e. Denial of Fair Public Trial

The Constitution provides for an independent judiciary; however, in practice the judiciary was not independent of the executive. Constitutional provisions for a fair trial were not respected universally, even in nonpolitical cases, because of interference from the executive branch. The Minister of Justice was responsible officially for human rights.

The judiciary, based on the French Napoleonic code, was composed of a lower court, appeals courts, and a Supreme Court. The Supreme Court can overrule decisions of the lower courts. Magistrates are appointed for life terms. The Constitutional Council rules on the constitutionality of laws, including those related to the protection of human rights and civil liberties; however, its rulings were not respected always.

The legal system is based on legislation and executive decrees, French codified law adopted at independence, Islamic law (Shari'a), and nomadic traditions. Urban crime was dealt with in the regular courts in accordance with French-inspired law and judicial practice. Civil actions may be brought in regular or traditional courts. Shari'a is restricted to civil and family matters. The Government promulgated a new law on judicial organization in 2000, which included the establishment of a National Committee for the Promotion and Protection of Human Rights and provided for the separation of the court system from the Ministry of Justice; however, the Government had not separated the court system from the Ministry of Justice by year's end.

Traditional law (Xeer) often was used in conflict resolution and victim compensation. For example, traditional law often stipulates that a blood price be paid to the victim's clan for crimes such as murder and rape.

The Constitution states that the accused is innocent until proven guilty and has the right to legal counsel and to be examined by a doctor if imprisoned. Although trials officially were public, in politically sensitive cases security measures effectively prevented public access. Legal counsel was supposed to be available to the indigent in criminal and civil matters; however, defendants often did not have legal representation. Court cases were heard in public before a presiding judge and two accompanying judges. The latter received assistance from two persons, lay assessors, who were not members of the bench, but who were considered to possess sufficient legal sophistication to comprehend court proceedings. The Government chose lay assessors from the public at large, but credible reports indicated that political and ethnic affiliations played a role in the selection.

In May the National Assembly approved a government-proposed political amnesty bill (see Section 3). In 2001 in honor of the holy month of Ramadan, 80 prisoners were granted amnesty.

On June 17, the court sentenced General Yacin Yaleh Galab, former chief of police, to 15 years imprisonment for his role in the failed coup attempt of December 2000. Eleven co-defendants received sentences of between 3 and 12 years. One co-defendant, Abounasser Awaleh Cheick, was acquitted of all charges. General Yacin, who had suffered from failing health for sometime, died 5 weeks after his sentencing amidst rumors that the Government had refused him adequate medical treatment.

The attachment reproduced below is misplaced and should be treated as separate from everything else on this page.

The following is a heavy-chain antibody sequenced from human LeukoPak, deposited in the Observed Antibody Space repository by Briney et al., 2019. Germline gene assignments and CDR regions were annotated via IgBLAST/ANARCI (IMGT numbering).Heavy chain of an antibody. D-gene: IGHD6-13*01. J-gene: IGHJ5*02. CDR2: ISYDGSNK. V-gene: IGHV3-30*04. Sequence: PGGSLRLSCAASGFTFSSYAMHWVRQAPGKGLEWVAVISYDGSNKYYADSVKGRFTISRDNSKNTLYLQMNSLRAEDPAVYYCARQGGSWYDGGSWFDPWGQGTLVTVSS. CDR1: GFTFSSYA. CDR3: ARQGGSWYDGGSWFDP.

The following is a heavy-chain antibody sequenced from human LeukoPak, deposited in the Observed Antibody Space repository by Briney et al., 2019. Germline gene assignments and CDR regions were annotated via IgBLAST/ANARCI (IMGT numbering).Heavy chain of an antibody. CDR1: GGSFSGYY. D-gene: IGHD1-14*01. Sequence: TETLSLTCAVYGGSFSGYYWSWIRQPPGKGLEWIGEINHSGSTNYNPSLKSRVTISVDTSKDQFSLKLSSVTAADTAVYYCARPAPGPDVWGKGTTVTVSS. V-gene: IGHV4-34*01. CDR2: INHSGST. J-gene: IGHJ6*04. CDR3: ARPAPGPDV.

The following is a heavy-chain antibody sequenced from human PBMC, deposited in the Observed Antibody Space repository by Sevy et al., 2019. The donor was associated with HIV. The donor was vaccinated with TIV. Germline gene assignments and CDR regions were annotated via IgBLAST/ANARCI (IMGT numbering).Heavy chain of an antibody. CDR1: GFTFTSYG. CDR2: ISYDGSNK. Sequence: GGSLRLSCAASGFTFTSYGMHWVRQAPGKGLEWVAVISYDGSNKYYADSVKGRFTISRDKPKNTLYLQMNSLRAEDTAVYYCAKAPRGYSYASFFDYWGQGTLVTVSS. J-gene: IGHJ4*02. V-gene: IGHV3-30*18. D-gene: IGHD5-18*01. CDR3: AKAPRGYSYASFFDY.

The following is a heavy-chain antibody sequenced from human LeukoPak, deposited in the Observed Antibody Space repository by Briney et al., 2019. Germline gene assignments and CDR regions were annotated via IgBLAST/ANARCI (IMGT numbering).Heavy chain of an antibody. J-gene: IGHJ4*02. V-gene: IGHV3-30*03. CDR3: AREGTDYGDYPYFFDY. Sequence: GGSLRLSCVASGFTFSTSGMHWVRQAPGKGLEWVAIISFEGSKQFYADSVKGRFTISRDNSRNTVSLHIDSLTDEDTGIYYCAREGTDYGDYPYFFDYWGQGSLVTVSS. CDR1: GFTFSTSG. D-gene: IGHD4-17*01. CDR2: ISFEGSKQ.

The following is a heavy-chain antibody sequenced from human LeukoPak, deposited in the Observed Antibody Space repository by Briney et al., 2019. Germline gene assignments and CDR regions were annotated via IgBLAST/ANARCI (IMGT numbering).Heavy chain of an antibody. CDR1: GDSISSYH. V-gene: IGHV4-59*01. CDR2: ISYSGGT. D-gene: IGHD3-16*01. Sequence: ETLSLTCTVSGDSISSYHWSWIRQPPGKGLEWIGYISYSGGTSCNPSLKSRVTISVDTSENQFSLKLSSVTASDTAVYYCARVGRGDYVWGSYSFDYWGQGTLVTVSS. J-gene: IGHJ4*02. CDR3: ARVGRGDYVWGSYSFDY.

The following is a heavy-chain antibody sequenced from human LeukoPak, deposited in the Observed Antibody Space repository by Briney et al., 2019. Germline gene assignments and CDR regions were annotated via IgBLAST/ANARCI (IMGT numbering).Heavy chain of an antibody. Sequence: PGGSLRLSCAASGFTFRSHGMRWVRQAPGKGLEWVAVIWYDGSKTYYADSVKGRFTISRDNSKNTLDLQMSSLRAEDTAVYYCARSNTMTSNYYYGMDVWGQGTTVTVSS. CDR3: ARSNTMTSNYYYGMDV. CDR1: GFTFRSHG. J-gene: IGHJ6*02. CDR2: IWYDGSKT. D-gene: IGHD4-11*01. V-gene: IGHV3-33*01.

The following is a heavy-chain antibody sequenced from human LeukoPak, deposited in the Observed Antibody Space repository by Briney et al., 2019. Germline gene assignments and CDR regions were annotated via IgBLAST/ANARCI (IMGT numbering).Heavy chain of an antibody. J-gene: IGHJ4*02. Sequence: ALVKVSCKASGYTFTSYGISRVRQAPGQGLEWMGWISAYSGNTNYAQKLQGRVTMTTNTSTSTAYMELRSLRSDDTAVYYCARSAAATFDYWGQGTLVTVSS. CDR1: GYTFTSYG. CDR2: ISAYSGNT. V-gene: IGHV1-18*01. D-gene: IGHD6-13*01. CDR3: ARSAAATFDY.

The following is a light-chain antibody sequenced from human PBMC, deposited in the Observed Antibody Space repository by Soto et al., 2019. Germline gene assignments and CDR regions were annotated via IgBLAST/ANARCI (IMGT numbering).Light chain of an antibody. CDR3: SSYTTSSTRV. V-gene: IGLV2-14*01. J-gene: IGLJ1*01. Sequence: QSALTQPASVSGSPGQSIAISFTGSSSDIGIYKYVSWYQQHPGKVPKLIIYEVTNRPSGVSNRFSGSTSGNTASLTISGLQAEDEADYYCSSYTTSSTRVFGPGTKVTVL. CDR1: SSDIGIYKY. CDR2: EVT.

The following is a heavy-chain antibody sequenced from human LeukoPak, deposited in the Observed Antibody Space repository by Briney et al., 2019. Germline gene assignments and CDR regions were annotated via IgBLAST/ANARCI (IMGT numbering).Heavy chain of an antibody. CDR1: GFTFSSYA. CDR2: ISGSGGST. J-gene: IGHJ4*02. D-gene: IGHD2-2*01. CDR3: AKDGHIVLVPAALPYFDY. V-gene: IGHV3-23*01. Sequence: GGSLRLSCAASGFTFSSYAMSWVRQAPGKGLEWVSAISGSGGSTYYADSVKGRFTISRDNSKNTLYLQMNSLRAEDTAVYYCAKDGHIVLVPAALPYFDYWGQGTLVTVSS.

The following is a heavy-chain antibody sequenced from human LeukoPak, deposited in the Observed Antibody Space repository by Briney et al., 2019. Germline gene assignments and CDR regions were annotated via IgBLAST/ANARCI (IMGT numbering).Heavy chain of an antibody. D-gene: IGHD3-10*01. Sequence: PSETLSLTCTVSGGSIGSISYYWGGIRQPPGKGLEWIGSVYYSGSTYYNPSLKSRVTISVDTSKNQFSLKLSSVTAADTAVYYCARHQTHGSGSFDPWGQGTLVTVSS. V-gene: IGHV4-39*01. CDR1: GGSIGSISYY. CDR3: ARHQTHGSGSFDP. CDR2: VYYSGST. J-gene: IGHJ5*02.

On June 26, the Government announced a presidential pardon, which stipulated that all persons serving sentences of 1 year or less would be freed, all persons serving sentences of 2 to 5 years would have their sentences reduced by 6 months for every 1 year served, all persons serving sentences of 5 to 10 years would have their sentences reduced by 4 months for every 1 year served, and all persons serving sentences of 10 years or more would have their sentences reduced by 2 months for every 1 year served in honor of the 25th anniversary of independence.

In June 2001, human rights attorney Aref Mohamed Aref was readmitted to the bar but had not argued a case by year's end. He and his colleague, Djama Amareh Meidal, had been disbarred for alleged irregularities in their representation of a client in a 1994 commercial dispute. Meidal remained disbarred at year's end.

There were no reports of political prisoners.

f. Arbitrary Interference with Privacy, Family, Home, or Correspondence

The Constitution prohibits such actions; however, the Government did not respect these prohibitions in practice. The law requires that the authorities obtain a warrant before conducting searches on private property; however, in practice the Government did not always obtain warrants before conducting such searches, and it reportedly monitored and sometimes disrupted the communications of some Government opponents.

The Government prevented access in country to certain Internet websites during the year (see Section 2.a.).

2. Respect for Civil Liberties, Including:

a. Freedom of Speech and Press

The Constitution provides for freedom of speech and of the press; however, the Government restricted these rights in practice. The law prohibits the dissemination of false information and regulates the publication of newspapers. The Constitution prohibits slander.

The Government owned the principal newspaper, La Nation, which published biweekly. There were several opposition-run weekly and monthly publications that circulated freely and openly criticized the Government.

In 2000 the Government banned the importation and sale of the Somaliland newspapers Jamhuuriya and The Republican, and the ban remained in effect at year's end.